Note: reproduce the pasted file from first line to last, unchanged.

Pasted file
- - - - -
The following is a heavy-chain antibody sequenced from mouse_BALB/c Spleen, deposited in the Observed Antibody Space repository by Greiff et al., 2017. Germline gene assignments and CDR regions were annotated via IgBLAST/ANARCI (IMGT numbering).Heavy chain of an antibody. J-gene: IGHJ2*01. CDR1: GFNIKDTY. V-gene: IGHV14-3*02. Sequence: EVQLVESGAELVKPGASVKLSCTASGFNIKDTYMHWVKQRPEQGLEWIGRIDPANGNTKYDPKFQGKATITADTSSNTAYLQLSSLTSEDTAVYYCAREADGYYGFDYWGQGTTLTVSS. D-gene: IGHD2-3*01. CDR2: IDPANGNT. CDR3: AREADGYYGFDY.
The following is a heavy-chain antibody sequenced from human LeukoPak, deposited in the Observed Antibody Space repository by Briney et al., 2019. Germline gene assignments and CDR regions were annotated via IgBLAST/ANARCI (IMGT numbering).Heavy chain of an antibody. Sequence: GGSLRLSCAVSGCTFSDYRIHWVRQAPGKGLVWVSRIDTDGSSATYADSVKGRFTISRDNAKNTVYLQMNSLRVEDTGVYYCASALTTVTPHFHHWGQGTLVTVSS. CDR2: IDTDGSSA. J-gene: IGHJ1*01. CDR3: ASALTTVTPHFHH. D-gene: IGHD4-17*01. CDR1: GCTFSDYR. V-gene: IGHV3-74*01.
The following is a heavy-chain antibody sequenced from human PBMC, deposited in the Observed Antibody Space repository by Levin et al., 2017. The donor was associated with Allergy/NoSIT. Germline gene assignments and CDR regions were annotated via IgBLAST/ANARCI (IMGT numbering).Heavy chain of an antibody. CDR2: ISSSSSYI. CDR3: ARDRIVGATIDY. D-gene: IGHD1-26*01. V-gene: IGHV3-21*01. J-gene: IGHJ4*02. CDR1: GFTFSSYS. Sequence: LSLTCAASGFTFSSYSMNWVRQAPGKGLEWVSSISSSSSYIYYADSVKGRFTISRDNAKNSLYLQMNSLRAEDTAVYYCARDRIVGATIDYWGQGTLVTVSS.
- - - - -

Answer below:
The following is a heavy-chain antibody sequenced from mouse_BALB/c Spleen, deposited in the Observed Antibody Space repository by Greiff et al., 2017. Germline gene assignments and CDR regions were annotated via IgBLAST/ANARCI (IMGT numbering).Heavy chain of an antibody. J-gene: IGHJ2*01. CDR1: GFNIKDTY. V-gene: IGHV14-3*02. Sequence: EVQLVESGAELVKPGASVKLSCTASGFNIKDTYMHWVKQRPEQGLEWIGRIDPANGNTKYDPKFQGKATITADTSSNTAYLQLSSLTSEDTAVYYCAREADGYYGFDYWGQGTTLTVSS. D-gene: IGHD2-3*01. CDR2: IDPANGNT. CDR3: AREADGYYGFDY.
The following is a heavy-chain antibody sequenced from human LeukoPak, deposited in the Observed Antibody Space repository by Briney et al., 2019. Germline gene assignments and CDR regions were annotated via IgBLAST/ANARCI (IMGT numbering).Heavy chain of an antibody. Sequence: GGSLRLSCAVSGCTFSDYRIHWVRQAPGKGLVWVSRIDTDGSSATYADSVKGRFTISRDNAKNTVYLQMNSLRVEDTGVYYCASALTTVTPHFHHWGQGTLVTVSS. CDR2: IDTDGSSA. J-gene: IGHJ1*01. CDR3: ASALTTVTPHFHH. D-gene: IGHD4-17*01. CDR1: GCTFSDYR. V-gene: IGHV3-74*01.
The following is a heavy-chain antibody sequenced from human PBMC, deposited in the Observed Antibody Space repository by Levin et al., 2017. The donor was associated with Allergy/NoSIT. Germline gene assignments and CDR regions were annotated via IgBLAST/ANARCI (IMGT numbering).Heavy chain of an antibody. CDR2: ISSSSSYI. CDR3: ARDRIVGATIDY. D-gene: IGHD1-26*01. V-gene: IGHV3-21*01. J-gene: IGHJ4*02. CDR1: GFTFSSYS. Sequence: LSLTCAASGFTFSSYSMNWVRQAPGKGLEWVSSISSSSSYIYYADSVKGRFTISRDNAKNSLYLQMNSLRAEDTAVYYCARDRIVGATIDYWGQGTLVTVSS.